Now this finding has been confirmed and quantified in a meta study that looked at records of "44,623 participants aged 20 to 79 years with gradable retinal photographs" which examined the correlations between signs of retinopathy and the subjects' fasting, 2 hour glucose tolerance test, and A1c results.
Glycemic Thresholds for Diabetes-Specific Retinopathy: Implications for Diagnostic Criteria for Diabetes:The DETECT-2 Collaboration Writing group. Stephen Colagiuri et al. Diabetes Care Published online before print October 26, 2010, doi: 10.2337/dc10-1206
The conclusion of the study was this:
A narrow threshold range for diabetes-specific retinopathy was identified for FPG and HbA1c but not for 2-h PG. The combined analyses suggest that the current diabetes diagnostic level for FPG could be lowered to 6.5 mmol/L [117 mg/dl] and that an HbA1c of 6.5% is a suitable alternative diagnostic criterion.The metastudy found that "glycemic thresholds for diabetes-specific retinopathy were observed over the range 6.4-6.8 mmol/L [115 - 122 mg/dl] for F[asting]P[lasma]G[lucose] 9.8-10.6 mmol/L [176.4 - 191 mg/dl] for 2-h PG, and 6.3-6.7% for HbA1c.
From this we can safely conclude that "diabetic" retinopathy is indeed occurring at levels significantly below those established by the American Diabetes Association as defining diabetes.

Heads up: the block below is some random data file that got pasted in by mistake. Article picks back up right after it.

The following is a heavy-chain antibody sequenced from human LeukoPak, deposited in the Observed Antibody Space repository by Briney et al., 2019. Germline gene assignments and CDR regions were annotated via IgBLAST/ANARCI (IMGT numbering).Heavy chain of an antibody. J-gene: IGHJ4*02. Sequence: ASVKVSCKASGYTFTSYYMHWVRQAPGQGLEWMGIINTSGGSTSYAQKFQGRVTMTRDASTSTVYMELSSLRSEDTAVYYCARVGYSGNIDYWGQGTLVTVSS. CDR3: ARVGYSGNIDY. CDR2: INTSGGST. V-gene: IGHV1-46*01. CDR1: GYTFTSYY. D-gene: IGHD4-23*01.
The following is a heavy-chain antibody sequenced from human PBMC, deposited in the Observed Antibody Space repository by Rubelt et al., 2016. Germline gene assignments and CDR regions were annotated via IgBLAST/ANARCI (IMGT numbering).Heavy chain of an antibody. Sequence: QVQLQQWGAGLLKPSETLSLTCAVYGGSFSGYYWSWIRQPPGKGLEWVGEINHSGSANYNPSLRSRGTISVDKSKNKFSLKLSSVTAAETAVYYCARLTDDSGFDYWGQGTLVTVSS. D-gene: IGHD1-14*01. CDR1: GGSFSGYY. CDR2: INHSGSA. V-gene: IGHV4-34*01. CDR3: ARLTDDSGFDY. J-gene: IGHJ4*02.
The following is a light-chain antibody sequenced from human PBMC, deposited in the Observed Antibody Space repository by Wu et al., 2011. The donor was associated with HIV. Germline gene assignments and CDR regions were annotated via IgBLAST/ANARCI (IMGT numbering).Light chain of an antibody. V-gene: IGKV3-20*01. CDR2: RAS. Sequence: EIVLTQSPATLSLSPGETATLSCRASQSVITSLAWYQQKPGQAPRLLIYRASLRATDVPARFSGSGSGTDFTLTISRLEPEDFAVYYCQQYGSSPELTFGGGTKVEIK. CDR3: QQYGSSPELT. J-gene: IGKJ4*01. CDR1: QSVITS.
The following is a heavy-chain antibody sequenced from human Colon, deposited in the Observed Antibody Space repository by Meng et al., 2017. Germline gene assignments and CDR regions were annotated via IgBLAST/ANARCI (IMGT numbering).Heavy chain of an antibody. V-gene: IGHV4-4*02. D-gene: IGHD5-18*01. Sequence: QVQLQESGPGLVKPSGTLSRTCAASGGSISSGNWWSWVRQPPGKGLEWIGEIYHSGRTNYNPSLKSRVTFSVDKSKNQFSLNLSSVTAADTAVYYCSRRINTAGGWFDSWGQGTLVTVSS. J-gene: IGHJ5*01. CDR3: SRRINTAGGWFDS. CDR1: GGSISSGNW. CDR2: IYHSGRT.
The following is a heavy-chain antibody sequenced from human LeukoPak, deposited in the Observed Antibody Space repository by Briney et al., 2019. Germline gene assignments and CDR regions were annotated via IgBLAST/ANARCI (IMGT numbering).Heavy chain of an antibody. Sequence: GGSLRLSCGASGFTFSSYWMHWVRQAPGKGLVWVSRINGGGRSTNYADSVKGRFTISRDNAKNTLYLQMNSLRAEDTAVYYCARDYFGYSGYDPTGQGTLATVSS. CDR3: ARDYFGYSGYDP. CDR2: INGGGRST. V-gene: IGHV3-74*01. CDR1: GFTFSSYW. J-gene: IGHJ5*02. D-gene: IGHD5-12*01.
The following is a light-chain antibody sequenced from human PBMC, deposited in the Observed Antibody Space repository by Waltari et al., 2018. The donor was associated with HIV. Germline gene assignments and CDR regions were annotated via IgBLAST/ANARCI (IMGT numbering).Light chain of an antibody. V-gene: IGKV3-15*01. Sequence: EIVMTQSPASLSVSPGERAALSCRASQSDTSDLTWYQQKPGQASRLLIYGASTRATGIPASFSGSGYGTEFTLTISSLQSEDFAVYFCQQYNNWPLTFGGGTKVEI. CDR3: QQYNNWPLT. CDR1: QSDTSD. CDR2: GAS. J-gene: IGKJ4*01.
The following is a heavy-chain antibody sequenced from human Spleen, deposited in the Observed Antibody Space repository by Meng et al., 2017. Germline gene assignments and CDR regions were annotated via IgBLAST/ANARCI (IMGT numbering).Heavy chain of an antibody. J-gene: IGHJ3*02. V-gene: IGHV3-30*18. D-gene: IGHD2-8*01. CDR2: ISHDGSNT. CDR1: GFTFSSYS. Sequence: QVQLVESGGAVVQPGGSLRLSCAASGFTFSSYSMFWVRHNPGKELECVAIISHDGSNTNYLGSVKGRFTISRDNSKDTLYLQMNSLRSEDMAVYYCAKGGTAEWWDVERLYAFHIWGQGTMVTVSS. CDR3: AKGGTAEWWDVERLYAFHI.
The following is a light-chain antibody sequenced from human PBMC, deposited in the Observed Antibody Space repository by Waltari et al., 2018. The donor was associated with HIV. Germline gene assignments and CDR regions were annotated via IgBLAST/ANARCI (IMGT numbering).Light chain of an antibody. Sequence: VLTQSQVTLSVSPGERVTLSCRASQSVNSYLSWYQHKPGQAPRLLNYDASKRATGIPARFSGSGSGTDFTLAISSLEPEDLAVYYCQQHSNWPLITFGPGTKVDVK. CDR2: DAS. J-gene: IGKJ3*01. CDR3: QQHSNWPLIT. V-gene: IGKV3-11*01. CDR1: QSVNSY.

Based on this, you should consider yourself at risk for retinal damage if you have fasting blood sugar over 115 mg/dl (6.4 mmol/L) , a 2 hour glucose tolerance test reading over 176 mg/dl [9.8 mmol/L) or an A1c over 6.3%.
However, you need to assess this information in light of the fact that retinopathy is a relatively late diabetic complication. Diabetic neuropathy--the nerve damage that leads to impotence, amputation, and autonomic dysfunction which raises blood pressure etc.--starts to become more common when 2 hour glucose tolerance test values go over 140 mg/dl, though there does not appear to be a direct correlation with A1c or fasting plasma glucose at the lower end of the range.
Heart disease incidence correlates with post-meal readings over 155 mg/dl and rises in a straight line from 4.7% A1cs becoming quite significant over 6%.
The good news is that though these values correlate with significant retinopathy in populations who follow traditional medical advice, keeping your blood sugar values under these thresholds after diagnosis using the strategy you will read HERE will keep you from developing it if you don't already have it, and even if you do, long term will give you a much better outcome.
You can read more about Diabetic Retinopathy HERE.
NOTE: In case you wonder why the ADA diagnostic criteria are so much higher than the levels at which diabetic retinopathy occurs, the answer is that the ADA set their diagnostic criteria years ago using on data from a few small non-European populations (Pima Native Americans and Pacific Islanders) whose diabetes is related to different genetic profiles and follows a different pattern from those common in European populations.
They did this on purpose out of a misguided desire to avoid diagnosing people with diabetes for as long as possible and have fought hard in the intervening decades to keep these flawed diagnostic criteria even though they have all been found woefully inadequate by a ton of research.
The whole sad history of how the ADA has worked for decades to ensure that you will have developed diabetic complications long before you are diagnosed with diabetes can be read HERE.